Meteorological data (Figure 1) (minimum and maximum temperatures, minimum and maximum relative humidity, wind speed, solar radiation) were permanently measured by weather stations (iMETOS ag, Pessl Instruments, Weiz, Austria) installed in the field and automatically sent to internet climate data base.

Figure 1. Site weather data during the growing seasons 2011(a) and 2012 (b).

Daily irrigation was based on reference evapo transpiration (ET0), calculated with the FAO-Penman-Monteith equation (Allen et al., 1998) from the meteorological data. The net irrigation requirement is derived from the field water balance equation (Andreas and Karen, 2002), and was efficiently applied by drip irrigation. Drip emitters were spaced 0.10 m along the lateral with a discharge of 1 L h-1 under an operation pressure of 1.5 kg cm-2. The rate of water flow in all drip laterals was equal and constant under all the treatments.

Physiological and photosynthetic measurements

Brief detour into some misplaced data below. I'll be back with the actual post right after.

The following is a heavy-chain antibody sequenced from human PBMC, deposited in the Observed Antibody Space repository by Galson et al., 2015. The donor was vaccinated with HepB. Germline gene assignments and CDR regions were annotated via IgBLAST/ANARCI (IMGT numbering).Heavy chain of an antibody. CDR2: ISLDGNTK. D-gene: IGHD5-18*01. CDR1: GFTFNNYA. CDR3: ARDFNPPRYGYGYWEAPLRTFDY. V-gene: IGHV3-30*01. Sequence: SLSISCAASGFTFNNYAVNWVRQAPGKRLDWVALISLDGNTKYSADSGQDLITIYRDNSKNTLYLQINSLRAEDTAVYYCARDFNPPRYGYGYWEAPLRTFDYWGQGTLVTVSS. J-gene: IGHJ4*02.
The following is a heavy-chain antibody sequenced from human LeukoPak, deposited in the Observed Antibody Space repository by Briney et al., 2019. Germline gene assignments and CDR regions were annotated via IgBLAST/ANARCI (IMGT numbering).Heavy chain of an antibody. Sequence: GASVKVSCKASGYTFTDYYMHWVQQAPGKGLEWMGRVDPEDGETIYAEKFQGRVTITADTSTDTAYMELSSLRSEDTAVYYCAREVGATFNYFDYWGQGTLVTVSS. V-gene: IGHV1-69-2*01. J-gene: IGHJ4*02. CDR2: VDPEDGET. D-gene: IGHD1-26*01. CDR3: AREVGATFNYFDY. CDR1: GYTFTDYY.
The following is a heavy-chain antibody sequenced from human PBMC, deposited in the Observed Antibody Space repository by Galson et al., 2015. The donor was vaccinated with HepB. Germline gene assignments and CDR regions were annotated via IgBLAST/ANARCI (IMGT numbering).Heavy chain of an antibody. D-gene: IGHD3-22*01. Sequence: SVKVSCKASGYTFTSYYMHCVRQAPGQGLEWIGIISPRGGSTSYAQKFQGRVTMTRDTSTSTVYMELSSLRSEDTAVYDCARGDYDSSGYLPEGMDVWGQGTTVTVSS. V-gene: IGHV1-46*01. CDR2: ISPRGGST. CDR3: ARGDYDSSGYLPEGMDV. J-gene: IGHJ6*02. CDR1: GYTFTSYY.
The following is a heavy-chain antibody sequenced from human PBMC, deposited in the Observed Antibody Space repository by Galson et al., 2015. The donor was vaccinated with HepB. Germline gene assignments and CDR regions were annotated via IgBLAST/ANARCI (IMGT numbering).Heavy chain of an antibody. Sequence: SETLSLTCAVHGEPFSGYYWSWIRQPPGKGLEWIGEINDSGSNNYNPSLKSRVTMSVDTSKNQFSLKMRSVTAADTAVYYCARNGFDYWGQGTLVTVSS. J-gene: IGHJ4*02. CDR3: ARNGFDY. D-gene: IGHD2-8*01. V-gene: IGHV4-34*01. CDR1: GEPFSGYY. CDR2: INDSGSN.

Stomatal conductance (gs) was measured at midday during the whole growing season with a portable porometer (Leaf Porometer, Decagon Devices, Pullman, Washington, USA). The device was calibrated before use on every occasion using the supplied calibration plate. The terminal part of the main leaf lobe was placed into the cup on the head unit which was positioned normal to the sun. Measurements were conducted during cloudless periods on exposed leaves around noon.

Midday leaf water potential (Ψ) was measured using a Scholander pressure chamber (SKPD 1400, Skye Instruments, Powys, UK). A branch with four newly expanded leaves per plant (four plants per treatment) was detached, enclosed in a plastic bag, immediately severed at the petiole, and scaled into the humidified chamber for determination of balancing pressure.

LAI was estimated with a 0.8 m long ceptometer (Decagon Devices) between 11:30 and 14:00 h on clear days. Four measurements were taken in each replicate. The measurements were taken at soil surface level placing the sensor below the canopy and moving it parallel to rows at regular intervals.

Developmental stages (recorded when three out of five sampled plants within each plot reached the stage) were determined as: emergence, visible flower bud (Bertero et al., 1999), first anthesis (at least one flower opened), physiological maturity (visually determined from examination of seeds on the medium third of the inflorescence), and senescence when plant start losing leaves. These stages defined four developmental phases: emergence, vegetative, flowering, grain filling, and senescence.